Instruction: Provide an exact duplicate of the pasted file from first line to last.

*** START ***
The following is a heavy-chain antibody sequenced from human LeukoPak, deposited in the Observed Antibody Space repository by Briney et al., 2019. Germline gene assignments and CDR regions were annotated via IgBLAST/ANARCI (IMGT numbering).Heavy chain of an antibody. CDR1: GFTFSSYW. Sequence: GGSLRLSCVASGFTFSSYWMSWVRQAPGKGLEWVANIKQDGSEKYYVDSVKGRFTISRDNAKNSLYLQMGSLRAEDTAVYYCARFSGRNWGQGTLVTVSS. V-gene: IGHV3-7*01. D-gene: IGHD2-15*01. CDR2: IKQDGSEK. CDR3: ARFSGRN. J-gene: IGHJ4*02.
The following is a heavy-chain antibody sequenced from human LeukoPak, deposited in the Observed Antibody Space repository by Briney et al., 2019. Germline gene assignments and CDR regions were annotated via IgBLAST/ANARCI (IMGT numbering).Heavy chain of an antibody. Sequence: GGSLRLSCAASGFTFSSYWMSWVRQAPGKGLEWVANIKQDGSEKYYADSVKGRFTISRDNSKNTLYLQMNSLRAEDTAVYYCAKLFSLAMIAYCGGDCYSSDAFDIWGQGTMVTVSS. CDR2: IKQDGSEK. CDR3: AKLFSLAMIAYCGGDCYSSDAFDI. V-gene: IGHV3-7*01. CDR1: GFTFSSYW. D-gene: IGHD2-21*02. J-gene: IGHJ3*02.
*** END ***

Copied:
The following is a heavy-chain antibody sequenced from human LeukoPak, deposited in the Observed Antibody Space repository by Briney et al., 2019. Germline gene assignments and CDR regions were annotated via IgBLAST/ANARCI (IMGT numbering).Heavy chain of an antibody. CDR1: GFTFSSYW. Sequence: GGSLRLSCVASGFTFSSYWMSWVRQAPGKGLEWVANIKQDGSEKYYVDSVKGRFTISRDNAKNSLYLQMGSLRAEDTAVYYCARFSGRNWGQGTLVTVSS. V-gene: IGHV3-7*01. D-gene: IGHD2-15*01. CDR2: IKQDGSEK. CDR3: ARFSGRN. J-gene: IGHJ4*02.
The following is a heavy-chain antibody sequenced from human LeukoPak, deposited in the Observed Antibody Space repository by Briney et al., 2019. Germline gene assignments and CDR regions were annotated via IgBLAST/ANARCI (IMGT numbering).Heavy chain of an antibody. Sequence: GGSLRLSCAASGFTFSSYWMSWVRQAPGKGLEWVANIKQDGSEKYYADSVKGRFTISRDNSKNTLYLQMNSLRAEDTAVYYCAKLFSLAMIAYCGGDCYSSDAFDIWGQGTMVTVSS. CDR2: IKQDGSEK. CDR3: AKLFSLAMIAYCGGDCYSSDAFDI. V-gene: IGHV3-7*01. CDR1: GFTFSSYW. D-gene: IGHD2-21*02. J-gene: IGHJ3*02.